More than 42 percent of Michigan potential voters think the state should dramatically reduce its reliance on electricity generated from coal over the next 25 years as technology improves and costs decrease for other sources, according to a recent poll by Public Sector Consultants.
But only 13 percent favor a dramatic drop in coal-produced electricity over the next 10 years, even if it means electricity rates were to increase, according to the poll of 600 likely voters done by the Lansing public policy company and Denno Research.
Poll respondents were told before answering:
“Michigan produces 57 percent of its electricity from coal, 11 percent from natural gas, 22 percent from nuclear, and 10 percent from renewable energy sources. Of these sources, coal is the source that produces the greatest amount of carbon emissions, a component of climate change. As you think about balancing Michigan’s energy needs with the price of electricity on one hand, and the environment on the other, which of the following statements comes closest to your beliefs?”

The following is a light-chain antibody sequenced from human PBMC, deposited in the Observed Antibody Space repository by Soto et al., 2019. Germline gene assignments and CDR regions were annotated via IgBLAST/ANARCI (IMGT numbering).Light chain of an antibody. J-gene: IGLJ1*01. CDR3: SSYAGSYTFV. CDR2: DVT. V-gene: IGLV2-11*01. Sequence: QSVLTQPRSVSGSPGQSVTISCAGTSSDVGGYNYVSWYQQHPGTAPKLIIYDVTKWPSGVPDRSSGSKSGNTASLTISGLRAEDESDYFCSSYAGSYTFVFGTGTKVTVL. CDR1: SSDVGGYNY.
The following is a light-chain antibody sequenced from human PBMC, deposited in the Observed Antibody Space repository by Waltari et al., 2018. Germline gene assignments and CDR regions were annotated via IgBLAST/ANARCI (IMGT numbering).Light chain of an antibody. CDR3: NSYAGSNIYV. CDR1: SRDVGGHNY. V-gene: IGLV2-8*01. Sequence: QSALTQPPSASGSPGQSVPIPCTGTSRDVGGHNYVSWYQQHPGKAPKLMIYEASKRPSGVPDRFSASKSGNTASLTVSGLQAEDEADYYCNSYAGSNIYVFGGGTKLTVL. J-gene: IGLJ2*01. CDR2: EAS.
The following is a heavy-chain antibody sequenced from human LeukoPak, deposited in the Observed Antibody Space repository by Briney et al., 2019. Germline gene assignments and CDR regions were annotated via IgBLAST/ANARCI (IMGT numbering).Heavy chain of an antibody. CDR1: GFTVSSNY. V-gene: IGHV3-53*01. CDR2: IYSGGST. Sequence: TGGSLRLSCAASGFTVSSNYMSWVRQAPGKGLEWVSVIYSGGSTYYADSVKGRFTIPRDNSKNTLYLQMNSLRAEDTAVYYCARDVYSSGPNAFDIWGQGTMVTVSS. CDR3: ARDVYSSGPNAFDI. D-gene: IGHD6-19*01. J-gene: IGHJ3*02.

- More than a quarter (27.5 percent) said Michigan should continue to use coal until other sources of energy are as cheap or cheaper.
- Those who thought Michigan’s mix of electricity sources is appropriate and not in need of change in the next 10 to 25 years amounted to 11.5 percent
- Unsure – 5.7 percent
The pollsters said that 54 percent of Democrats and 40 percent of Independents opt for phasing out coal over 25 years, while 40 percent of Republicans want to use coal until a more affordable option is available.
Related stories on Echo:
- Great Lakes states examine alternatives to coal-fired power plants
- Ontario shuns coal; will other provinces follow?
All stories about coal and electricity here.